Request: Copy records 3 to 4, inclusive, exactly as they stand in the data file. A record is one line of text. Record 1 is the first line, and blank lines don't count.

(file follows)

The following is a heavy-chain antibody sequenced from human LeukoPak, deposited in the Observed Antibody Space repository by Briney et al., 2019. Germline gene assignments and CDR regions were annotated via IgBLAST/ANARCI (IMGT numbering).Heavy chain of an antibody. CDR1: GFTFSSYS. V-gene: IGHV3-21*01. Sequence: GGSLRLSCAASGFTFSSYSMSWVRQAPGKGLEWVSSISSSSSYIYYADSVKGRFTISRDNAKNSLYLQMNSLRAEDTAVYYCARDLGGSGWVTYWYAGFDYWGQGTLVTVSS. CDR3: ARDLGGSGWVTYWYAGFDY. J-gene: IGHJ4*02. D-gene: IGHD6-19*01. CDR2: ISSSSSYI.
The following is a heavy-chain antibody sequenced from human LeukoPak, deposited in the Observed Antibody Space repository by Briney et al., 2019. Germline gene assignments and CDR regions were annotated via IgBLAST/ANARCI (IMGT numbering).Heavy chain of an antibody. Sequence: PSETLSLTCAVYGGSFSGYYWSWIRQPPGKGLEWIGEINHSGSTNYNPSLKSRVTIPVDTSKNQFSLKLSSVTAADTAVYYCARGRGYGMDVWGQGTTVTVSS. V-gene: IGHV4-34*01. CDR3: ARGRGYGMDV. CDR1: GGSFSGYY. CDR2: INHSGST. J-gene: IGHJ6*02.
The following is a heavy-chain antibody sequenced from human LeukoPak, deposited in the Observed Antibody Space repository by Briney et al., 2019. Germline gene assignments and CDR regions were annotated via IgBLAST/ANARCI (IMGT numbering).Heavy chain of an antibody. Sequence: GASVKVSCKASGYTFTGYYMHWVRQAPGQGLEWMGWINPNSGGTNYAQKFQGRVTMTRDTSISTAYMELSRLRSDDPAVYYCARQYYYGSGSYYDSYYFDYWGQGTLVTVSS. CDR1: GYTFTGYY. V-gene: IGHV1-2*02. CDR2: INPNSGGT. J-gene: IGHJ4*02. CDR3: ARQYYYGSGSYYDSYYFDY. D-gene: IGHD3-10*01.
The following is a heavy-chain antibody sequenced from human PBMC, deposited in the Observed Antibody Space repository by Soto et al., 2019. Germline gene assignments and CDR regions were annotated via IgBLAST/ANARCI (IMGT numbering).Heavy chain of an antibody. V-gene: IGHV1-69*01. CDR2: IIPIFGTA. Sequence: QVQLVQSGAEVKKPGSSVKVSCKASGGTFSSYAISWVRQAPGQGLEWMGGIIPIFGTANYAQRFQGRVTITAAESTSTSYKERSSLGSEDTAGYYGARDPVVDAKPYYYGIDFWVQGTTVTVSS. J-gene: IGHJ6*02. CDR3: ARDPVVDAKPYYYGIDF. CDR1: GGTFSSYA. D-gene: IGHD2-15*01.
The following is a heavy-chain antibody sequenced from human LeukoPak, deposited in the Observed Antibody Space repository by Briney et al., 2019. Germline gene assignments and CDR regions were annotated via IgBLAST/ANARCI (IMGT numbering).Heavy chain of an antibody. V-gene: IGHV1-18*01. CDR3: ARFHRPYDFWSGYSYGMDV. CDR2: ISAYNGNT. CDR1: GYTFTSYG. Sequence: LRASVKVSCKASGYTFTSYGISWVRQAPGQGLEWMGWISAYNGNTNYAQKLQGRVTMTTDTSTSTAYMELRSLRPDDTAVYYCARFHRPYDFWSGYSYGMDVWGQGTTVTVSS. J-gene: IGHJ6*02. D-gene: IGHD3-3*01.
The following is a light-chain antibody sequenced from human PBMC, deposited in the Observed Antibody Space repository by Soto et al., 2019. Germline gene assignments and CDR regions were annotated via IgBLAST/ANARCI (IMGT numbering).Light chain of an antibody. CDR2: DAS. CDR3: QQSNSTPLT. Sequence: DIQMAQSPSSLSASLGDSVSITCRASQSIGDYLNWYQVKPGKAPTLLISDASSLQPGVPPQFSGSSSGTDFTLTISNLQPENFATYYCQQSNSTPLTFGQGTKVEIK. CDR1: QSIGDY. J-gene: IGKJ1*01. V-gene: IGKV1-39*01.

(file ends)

The following is a heavy-chain antibody sequenced from human LeukoPak, deposited in the Observed Antibody Space repository by Briney et al., 2019. Germline gene assignments and CDR regions were annotated via IgBLAST/ANARCI (IMGT numbering).Heavy chain of an antibody. Sequence: GASVKVSCKASGYTFTGYYMHWVRQAPGQGLEWMGWINPNSGGTNYAQKFQGRVTMTRDTSISTAYMELSRLRSDDPAVYYCARQYYYGSGSYYDSYYFDYWGQGTLVTVSS. CDR1: GYTFTGYY. V-gene: IGHV1-2*02. CDR2: INPNSGGT. J-gene: IGHJ4*02. CDR3: ARQYYYGSGSYYDSYYFDY. D-gene: IGHD3-10*01.
The following is a heavy-chain antibody sequenced from human PBMC, deposited in the Observed Antibody Space repository by Soto et al., 2019. Germline gene assignments and CDR regions were annotated via IgBLAST/ANARCI (IMGT numbering).Heavy chain of an antibody. V-gene: IGHV1-69*01. CDR2: IIPIFGTA. Sequence: QVQLVQSGAEVKKPGSSVKVSCKASGGTFSSYAISWVRQAPGQGLEWMGGIIPIFGTANYAQRFQGRVTITAAESTSTSYKERSSLGSEDTAGYYGARDPVVDAKPYYYGIDFWVQGTTVTVSS. J-gene: IGHJ6*02. CDR3: ARDPVVDAKPYYYGIDF. CDR1: GGTFSSYA. D-gene: IGHD2-15*01.